The militants threatened in a video message to kill the hostages within 72 hours unless they receive $200m (£132m). Based on the video’s release time, that deadline will expire sometime today.
Government spokesman Yoshihide Suga said that Japan was trying all possible ways to reach those holding the hostages – 47-year-old freelance journalist Kenji Goto, and 42-year-old Haruna Yukawa, the founder of a private security company.
Japan has not received any message from IS since the release of the video, he said.
The crisis is a test of Prime Minister Shinzo Abe’s push to expand Japan’s role in international affairs and raise the profile of its military.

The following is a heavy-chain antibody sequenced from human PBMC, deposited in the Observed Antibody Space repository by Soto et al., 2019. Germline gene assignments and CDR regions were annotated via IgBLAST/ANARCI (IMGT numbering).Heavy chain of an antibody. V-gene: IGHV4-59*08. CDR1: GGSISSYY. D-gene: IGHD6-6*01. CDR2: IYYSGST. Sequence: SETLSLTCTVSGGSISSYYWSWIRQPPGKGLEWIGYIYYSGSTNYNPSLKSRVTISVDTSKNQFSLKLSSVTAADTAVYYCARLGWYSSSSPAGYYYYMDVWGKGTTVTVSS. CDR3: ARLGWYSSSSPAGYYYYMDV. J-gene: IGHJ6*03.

Tokyo lacks strong diplomatic connections in the Middle East, and Japanese diplomats left Syria as the civil war there escalated, adding to the difficulty of contacting the group holding the hostages.
So far, the only initiative made public was an offer by Ko Nakata, an expert on Islamic law and former professor at Kyoto’s Doshisha University.
Appearing at the Foreign Correspondents’ Club of Japan, Mr Nakata, who is also a former Islamic specialist at the Japanese Embassy in Saudi Arabia, read a message in Japanese and Arabic.
“Please wait just a bit longer, and do not try to take action immediately,” he said, addressing the militants.
“If there is room to talk, I’m ready to go and negotiate.”